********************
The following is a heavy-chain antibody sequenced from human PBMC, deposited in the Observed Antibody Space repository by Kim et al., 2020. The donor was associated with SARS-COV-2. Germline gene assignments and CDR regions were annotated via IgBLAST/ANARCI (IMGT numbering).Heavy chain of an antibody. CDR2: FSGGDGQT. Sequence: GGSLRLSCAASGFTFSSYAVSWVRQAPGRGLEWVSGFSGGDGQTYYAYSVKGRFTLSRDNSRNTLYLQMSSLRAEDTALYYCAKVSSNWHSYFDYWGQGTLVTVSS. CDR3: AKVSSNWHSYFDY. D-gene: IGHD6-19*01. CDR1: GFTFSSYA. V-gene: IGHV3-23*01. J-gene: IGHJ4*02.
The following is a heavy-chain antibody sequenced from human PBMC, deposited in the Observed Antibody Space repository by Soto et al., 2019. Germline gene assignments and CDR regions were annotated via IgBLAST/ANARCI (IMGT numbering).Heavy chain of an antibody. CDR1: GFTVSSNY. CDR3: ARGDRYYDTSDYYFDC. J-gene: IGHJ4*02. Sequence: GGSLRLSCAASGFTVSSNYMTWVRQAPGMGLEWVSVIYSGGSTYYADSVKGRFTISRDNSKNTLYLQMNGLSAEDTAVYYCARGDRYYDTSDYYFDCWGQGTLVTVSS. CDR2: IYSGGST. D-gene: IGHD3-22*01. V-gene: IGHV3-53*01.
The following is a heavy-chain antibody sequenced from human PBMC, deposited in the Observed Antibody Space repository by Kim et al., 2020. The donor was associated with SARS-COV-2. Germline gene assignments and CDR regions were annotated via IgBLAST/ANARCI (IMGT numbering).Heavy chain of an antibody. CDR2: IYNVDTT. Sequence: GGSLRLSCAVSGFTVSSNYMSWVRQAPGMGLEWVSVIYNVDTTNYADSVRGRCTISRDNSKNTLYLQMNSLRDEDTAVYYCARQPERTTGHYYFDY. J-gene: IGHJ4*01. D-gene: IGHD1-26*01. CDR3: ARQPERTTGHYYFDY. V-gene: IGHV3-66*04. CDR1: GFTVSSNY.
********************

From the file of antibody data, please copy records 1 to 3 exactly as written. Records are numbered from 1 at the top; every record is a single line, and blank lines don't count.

The following is a heavy-chain antibody sequenced from human PBMC, deposited in the Observed Antibody Space repository by Kim et al., 2020. The donor was associated with SARS-COV-2. Germline gene assignments and CDR regions were annotated via IgBLAST/ANARCI (IMGT numbering).Heavy chain of an antibody. CDR2: FSGGDGQT. Sequence: GGSLRLSCAASGFTFSSYAVSWVRQAPGRGLEWVSGFSGGDGQTYYAYSVKGRFTLSRDNSRNTLYLQMSSLRAEDTALYYCAKVSSNWHSYFDYWGQGTLVTVSS. CDR3: AKVSSNWHSYFDY. D-gene: IGHD6-19*01. CDR1: GFTFSSYA. V-gene: IGHV3-23*01. J-gene: IGHJ4*02.
The following is a heavy-chain antibody sequenced from human PBMC, deposited in the Observed Antibody Space repository by Soto et al., 2019. Germline gene assignments and CDR regions were annotated via IgBLAST/ANARCI (IMGT numbering).Heavy chain of an antibody. CDR1: GFTVSSNY. CDR3: ARGDRYYDTSDYYFDC. J-gene: IGHJ4*02. Sequence: GGSLRLSCAASGFTVSSNYMTWVRQAPGMGLEWVSVIYSGGSTYYADSVKGRFTISRDNSKNTLYLQMNGLSAEDTAVYYCARGDRYYDTSDYYFDCWGQGTLVTVSS. CDR2: IYSGGST. D-gene: IGHD3-22*01. V-gene: IGHV3-53*01.
The following is a heavy-chain antibody sequenced from human PBMC, deposited in the Observed Antibody Space repository by Kim et al., 2020. The donor was associated with SARS-COV-2. Germline gene assignments and CDR regions were annotated via IgBLAST/ANARCI (IMGT numbering).Heavy chain of an antibody. CDR2: IYNVDTT. Sequence: GGSLRLSCAVSGFTVSSNYMSWVRQAPGMGLEWVSVIYNVDTTNYADSVRGRCTISRDNSKNTLYLQMNSLRDEDTAVYYCARQPERTTGHYYFDY. J-gene: IGHJ4*01. D-gene: IGHD1-26*01. CDR3: ARQPERTTGHYYFDY. V-gene: IGHV3-66*04. CDR1: GFTVSSNY.